The Environmental Protection Agency (EPA) Monday released updated farm worker standards to provide health protections under the law similar to those already afforded to workers in other industries.
“We depend on farmworkers every day to help put the food we eat on America’s dinner tables—and they deserve fair, equitable working standards with strong health and safety protections,” said EPA Administrator Gina McCarthy. “With these updates we can protect workers, while at the same time preserve the strong traditions of our family farms and ensure the continued the growth of our agricultural economy.”
The new EPA pesticide rules include:
Requiring all pesticide applicators be at least 18 years old
Creating whistleblower protections so farm workers can confidentially submit complaints over pesticide abuses
Providing pesticide application records for all farm workers for the past two years
Easy access to all workers or their representatives for records involving exposure to hazardous chemicals
Posting pesticide hazard information in central locations, in both English and Spanish
McCarthy, U.S. Secretary of Labor Thomas Perez and United Farm Workers president Arturo Rodriguez took part in a telephone press conference Monday to talk about the new regulations. [wpaudio url=”http://traffic.libsyn.com/zimmcomm/epa-farm-workers.mp3″ text=”New EPA farmworker regulations press call”]
While McCarthy says the cost to farmers for developing the new regulations, which have not been updated for 20 years, would be minimal, Agricultural Retailers Association President and CEO Daren Coppock says they have “substantially – and deliberately” underestimated the cost. “Industry comments submitted to EPA pointed out the error, but it does not appear to have been corrected in the final rule,” Coppock said. “The real costs were provided, yet the agency stands by its artificial estimates, which suggests a deliberate disregard of the real-world cost implications of the rule.”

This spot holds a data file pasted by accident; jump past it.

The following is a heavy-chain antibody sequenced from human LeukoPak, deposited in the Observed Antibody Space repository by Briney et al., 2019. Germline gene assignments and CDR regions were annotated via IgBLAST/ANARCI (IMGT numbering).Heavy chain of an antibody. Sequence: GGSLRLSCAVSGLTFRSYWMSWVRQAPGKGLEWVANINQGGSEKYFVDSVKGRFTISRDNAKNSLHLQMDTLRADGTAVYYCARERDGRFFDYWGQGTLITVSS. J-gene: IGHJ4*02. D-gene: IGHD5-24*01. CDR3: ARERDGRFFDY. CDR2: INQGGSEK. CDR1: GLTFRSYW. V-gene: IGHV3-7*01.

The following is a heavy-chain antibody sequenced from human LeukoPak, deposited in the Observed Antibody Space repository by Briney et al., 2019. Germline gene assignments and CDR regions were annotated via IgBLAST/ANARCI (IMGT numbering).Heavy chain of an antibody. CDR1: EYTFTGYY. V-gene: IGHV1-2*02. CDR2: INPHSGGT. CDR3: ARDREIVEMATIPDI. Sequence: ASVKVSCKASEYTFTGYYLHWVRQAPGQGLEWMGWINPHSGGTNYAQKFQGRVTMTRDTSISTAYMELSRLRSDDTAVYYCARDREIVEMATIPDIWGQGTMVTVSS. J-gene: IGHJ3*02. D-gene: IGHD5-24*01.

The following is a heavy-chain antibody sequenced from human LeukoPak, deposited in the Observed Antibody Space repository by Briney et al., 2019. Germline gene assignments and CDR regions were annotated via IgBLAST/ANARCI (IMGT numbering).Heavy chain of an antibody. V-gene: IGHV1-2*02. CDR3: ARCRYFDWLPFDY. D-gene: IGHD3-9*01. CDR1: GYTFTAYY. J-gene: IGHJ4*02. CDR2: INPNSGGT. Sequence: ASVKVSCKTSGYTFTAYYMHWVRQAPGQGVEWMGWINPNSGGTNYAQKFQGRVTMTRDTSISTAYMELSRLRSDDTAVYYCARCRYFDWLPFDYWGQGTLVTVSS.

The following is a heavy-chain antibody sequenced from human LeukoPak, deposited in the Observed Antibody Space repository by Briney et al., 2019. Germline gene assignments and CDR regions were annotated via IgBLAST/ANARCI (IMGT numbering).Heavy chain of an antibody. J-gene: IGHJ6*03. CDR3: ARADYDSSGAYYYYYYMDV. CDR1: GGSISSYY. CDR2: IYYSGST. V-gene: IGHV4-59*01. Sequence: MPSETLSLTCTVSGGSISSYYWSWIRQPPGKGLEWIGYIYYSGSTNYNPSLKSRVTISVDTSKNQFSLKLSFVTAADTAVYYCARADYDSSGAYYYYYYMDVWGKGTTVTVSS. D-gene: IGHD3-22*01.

The American Farm Bureau Federation (AFBF) is also expressing concerns about the new law. “Farm Bureau shares the agency’s desire to protect workers, but we are concerned that the agency is piling regulatory costs on farmers and ranchers that bear little if any relation to actual safety issues,” said Paul Schlegel, director of environment and energy policy for AFBF. Schlegel says Farm Bureau filed extensive comments on the proposal more than a year ago and that EPA itself could not justify the regulation it was proposing.